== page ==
2. Avoid the blame game. Things will go wrong. People will make mistakes. At least once (probably more), someone on the team will make a mistake that requires everyone else do a lot of work to correct it. That's unfortunate, but it will happen. These projects aren't hard because they require everyone to work hundreds of hours towards linear goals: they are hard because there are hundreds of interlocking decisions, ideas and goals that have to interact perfectly. The biggest sentence to avoid: "How could this happen?" There is almost never a productive answer that will help you move forward. The answer is that it's because people are people and you're asking them to do something difficult. One of my favorite quotes to use here comes from HBO's "Too Big to Fail" - [paraphrased] "If you want to go back in time and figure out what happened we can do that later, but right now we need a solution and we need it quickly."

  3. Keep the main thing the main thing. Be the person to redirect the conversation. People will try to use their version of Labrador puppies to sway others to their point of view. Don't let them. You need to be the person to (again, nicely) redirect the conversation to the main question you are trying to answer. There will be lots of good stories, lots of interesting ideas and lots of ways to never solve your hardest problems. State the intent of every conversation or meeting and make sure the dialogue is productive and stays on track.
  4. Meet people where they are. Make authentic connections by being interested in their interests. Do not force generic tropes or mindless sentimentality on them - make an impact by listening to their stories, picking up on queues about their interests and openly expressing interest. I had a client with a division in the Netherlands during the 2010 World Cup. Many of us Americans knew very little about soccer, but some of our team members talked to our Dutch colleagues about the game, its cultural implications, why it was important to them, etc. Many of those discussions turned into real friendships which, in turn, led to a wonderful, productive work environment. It's only because those were real conversations.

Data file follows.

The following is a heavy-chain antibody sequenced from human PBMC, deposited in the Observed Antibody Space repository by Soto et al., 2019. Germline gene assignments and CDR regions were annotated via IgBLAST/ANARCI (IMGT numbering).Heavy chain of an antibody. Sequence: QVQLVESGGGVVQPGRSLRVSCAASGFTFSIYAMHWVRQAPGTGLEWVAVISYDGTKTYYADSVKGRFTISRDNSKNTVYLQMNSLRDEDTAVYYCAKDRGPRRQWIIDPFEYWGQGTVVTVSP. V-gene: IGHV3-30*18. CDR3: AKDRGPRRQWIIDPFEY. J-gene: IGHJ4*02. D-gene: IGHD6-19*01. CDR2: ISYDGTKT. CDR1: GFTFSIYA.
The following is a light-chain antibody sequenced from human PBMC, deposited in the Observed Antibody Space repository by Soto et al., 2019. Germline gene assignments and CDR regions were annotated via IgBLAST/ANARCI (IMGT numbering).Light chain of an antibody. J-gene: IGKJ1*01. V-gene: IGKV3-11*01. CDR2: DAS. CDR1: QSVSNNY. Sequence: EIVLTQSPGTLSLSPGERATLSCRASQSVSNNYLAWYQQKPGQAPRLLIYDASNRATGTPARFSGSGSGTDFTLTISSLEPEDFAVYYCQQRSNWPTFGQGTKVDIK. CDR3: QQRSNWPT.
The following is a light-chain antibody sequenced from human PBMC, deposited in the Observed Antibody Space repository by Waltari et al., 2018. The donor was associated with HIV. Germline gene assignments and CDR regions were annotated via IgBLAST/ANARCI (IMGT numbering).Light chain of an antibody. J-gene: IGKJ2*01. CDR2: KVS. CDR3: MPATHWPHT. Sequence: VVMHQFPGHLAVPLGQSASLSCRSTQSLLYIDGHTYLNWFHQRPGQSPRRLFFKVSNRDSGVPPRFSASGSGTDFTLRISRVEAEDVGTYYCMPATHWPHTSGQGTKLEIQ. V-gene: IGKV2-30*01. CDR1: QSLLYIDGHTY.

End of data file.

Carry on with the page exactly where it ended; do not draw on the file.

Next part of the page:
5. Own it. This is repeated so frequently that I hesitated putting it on this list, but I've seen this at so many clients I feel it still needs to be said. After Russell Wilson's game-ending interception last night, Pete Carroll went to the media and completely owned the turnover. It wasn't a bad pass, there wasn't anything wrong with the route or the receiver, it was a play that he wanted to run that just didn't work out and that was his decision. I loved that. When things go wrong and it starts to point back to you or one of your team members, don't say "well yeah but I'm a good guy because I want you to drink responsibly and I do nice things for people all the time and I give my time to charities and I donate to my alma-mater and...and...and." Just own the mistake, apologize and move on. People will respect it and forgive the mistakes.

No matter what AB's Superbowl ads were, I wasn't going to suddenly start drinking Budweiser. But I could have at least enjoyed the ads and not thought less of the company. Instead, they embodied everything bad about poorly run projects.

Poorly run projects are just awful: they wreck careers, they destroy people's self-confidence, they industrialize an organization's worst cultural tendencies. They represent horrible opportunity cost because good projects can serve as the spark to turn companies around.

Don't run your projects like Anheuser-Busch. Run them like a carefree Labrador puppy trekking back to his best horse friend after sleeping on a not-so-smart craft-brew fan's couch the night before because he had integrity and cared about being responsible.

See what I mean?